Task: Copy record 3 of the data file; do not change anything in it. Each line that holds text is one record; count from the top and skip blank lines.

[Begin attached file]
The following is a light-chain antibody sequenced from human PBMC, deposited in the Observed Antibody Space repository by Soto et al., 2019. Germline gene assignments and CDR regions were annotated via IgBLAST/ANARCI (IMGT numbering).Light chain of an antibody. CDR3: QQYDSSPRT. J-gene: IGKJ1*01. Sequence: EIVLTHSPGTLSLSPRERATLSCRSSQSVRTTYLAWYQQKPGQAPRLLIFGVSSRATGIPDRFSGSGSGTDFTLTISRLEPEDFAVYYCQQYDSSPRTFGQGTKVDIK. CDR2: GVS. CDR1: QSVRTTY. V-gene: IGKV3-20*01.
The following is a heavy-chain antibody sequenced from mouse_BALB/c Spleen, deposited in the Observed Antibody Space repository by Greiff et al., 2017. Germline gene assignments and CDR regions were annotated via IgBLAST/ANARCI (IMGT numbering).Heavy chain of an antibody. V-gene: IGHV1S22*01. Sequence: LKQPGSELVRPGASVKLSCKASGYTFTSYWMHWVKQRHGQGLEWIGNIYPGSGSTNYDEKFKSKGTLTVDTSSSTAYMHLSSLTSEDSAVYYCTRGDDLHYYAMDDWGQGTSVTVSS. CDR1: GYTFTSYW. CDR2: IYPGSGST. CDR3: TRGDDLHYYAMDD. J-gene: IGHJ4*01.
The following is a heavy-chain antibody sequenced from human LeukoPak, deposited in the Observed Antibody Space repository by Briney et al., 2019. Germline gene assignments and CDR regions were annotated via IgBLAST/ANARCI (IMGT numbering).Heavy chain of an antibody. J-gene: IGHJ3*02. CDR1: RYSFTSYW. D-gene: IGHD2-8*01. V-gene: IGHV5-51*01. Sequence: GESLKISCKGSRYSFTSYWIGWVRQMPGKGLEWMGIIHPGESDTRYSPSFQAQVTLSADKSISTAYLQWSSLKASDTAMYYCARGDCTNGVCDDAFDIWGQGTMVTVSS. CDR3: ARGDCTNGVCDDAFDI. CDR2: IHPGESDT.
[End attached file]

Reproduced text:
The following is a heavy-chain antibody sequenced from human LeukoPak, deposited in the Observed Antibody Space repository by Briney et al., 2019. Germline gene assignments and CDR regions were annotated via IgBLAST/ANARCI (IMGT numbering).Heavy chain of an antibody. J-gene: IGHJ3*02. CDR1: RYSFTSYW. D-gene: IGHD2-8*01. V-gene: IGHV5-51*01. Sequence: GESLKISCKGSRYSFTSYWIGWVRQMPGKGLEWMGIIHPGESDTRYSPSFQAQVTLSADKSISTAYLQWSSLKASDTAMYYCARGDCTNGVCDDAFDIWGQGTMVTVSS. CDR3: ARGDCTNGVCDDAFDI. CDR2: IHPGESDT.